This is a big transition and it’s very much worth contacting each store personally. That way, you can use the opportunity to let them know about new products they might be interested in, check in with them on how things are going, give them your new ordering information, and answer any questions. So although I’ve been seeing makers use Instagram posts for this purpose, I think that misses the opportunity to connect more personally.
- Don’t just reach out once.
Store owners are busy and are handling this transition with all of their Etsy Wholesale vendors. So certainly don’t harass them, but plan to contact them a few times over the next few months, to make sure they have your info and know you’re there for them.
- Make the new system very simple.
We’ll talk about how to devise a new ordering system (#8) and a new system for sharing your products (#6). But whatever systems you choose, be sure that when you share the specifics of the new approach, you make it as simple, straightforward, and clear as possible.
- Try to send them to the “final” ordering system, even if it’s not perfect yet.
One maker we work with is creating a new website but it won’t be done until late August. She does have a website that stockists could order from now, but she’s not thrilled with it, so is considering sending store owners to an intermediate solution for the next couple of months. My recommendation? Send stockists to that website now, anyway. It’s better than having the stockists change systems twice.
“I honestly think that Etsy Wholesale closing down is a great thing for small businesses. I hope it allows for makers to find wholesale relationships with companies that they can build a deeper and longer relationship with. This is yet another sign of the potential disadvantages of depending on a platform for your business's success and sustainability.” - Joey Vitale, Indie Law
5. Don’t necessarily just swap Etsy Wholesale with something else.
I’ve been hearing makers ask, “Any suggestions for what to replace Etsy Wholesale with, now that they’re closing?” But in all honesty, I think that is the wrong question.
Etsy Wholesale combined a few different functions into one platform, but you don’t necessarily need to replace all of them with the same tool. The functions are:
- Presenting your products online
- Finding new stockists
- Payment / invoicing
Depending on the stage and unique characteristics of your business, you might want a different system for each of these functions, even though Etsy Wholesale used to do them all for you. In fact, you might consider brainstorming options for each before ultimately deciding what you’ll choose. In #6, #7, and #8, below, we’ll talk about options for each.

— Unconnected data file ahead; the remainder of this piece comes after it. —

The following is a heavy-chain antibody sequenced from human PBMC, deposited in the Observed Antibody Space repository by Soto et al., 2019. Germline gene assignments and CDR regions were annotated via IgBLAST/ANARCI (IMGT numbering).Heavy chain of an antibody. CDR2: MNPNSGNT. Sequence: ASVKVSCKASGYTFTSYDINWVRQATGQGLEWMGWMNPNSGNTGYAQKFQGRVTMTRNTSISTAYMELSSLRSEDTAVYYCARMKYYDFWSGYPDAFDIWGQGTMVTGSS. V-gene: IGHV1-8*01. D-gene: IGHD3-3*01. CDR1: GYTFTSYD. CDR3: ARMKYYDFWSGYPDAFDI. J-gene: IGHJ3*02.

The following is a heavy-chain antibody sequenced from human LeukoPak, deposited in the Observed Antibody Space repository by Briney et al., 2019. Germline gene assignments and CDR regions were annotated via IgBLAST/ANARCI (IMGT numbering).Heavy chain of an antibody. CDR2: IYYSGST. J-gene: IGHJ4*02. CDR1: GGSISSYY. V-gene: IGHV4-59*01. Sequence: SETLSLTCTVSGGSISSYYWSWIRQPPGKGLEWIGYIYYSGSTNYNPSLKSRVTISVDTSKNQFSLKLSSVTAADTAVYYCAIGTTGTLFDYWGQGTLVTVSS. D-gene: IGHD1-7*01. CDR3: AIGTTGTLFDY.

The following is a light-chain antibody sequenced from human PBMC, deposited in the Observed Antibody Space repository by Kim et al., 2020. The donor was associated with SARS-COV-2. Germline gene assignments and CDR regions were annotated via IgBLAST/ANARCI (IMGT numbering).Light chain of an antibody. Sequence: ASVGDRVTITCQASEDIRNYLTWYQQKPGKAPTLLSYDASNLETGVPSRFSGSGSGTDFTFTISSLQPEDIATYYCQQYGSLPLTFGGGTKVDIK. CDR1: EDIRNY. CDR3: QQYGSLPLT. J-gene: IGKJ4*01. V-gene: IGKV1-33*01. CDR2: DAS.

6. Create a new system for presenting your products online.
This transition away from Etsy Wholesale is a huge hassle for many makers. But it may actually end up having a positive effect on your business in the end:
“If Etsy's announcement was a big shakeup for you, now is a great time to begin planning to build a stronger foundation for your business. When you own your own website, wholesale ordering solution, and mailing list, you don't rely entirely on third parties, and it's easier to bounce back when they make big changes to their services.” - Arianne Foulks, Aeolidia
One of the key things that Etsy Wholesale did was make an easy, attractive method for makers to share their wholesale product offerings with stockists. Some makers even used their Etsy Wholesale line sheet as a way to show retailers not on Etsy Wholesale their product set. So the first thing you’re going to want to do is figure out how to share your products with retailers moving forward...
Consider creating or improving your own website.
Probably the ideal option for sharing your products with retailers is via your own website. If you already have a retail website, that can certainly serve as the place that store owners go to look at your products. They can even shop your website with a 50% off coupon code if your markup and shipping will allow for that. Alternatively, they can view your products on the retail site and just place their order via email or phone.
If you don’t have a personal website yet, you can get something simple and effective going fairly quickly with services like Shopify and Squarespace. You can always plan to improve it or make more complicated later, but even a few days invested in setting something like this up could get you pretty far.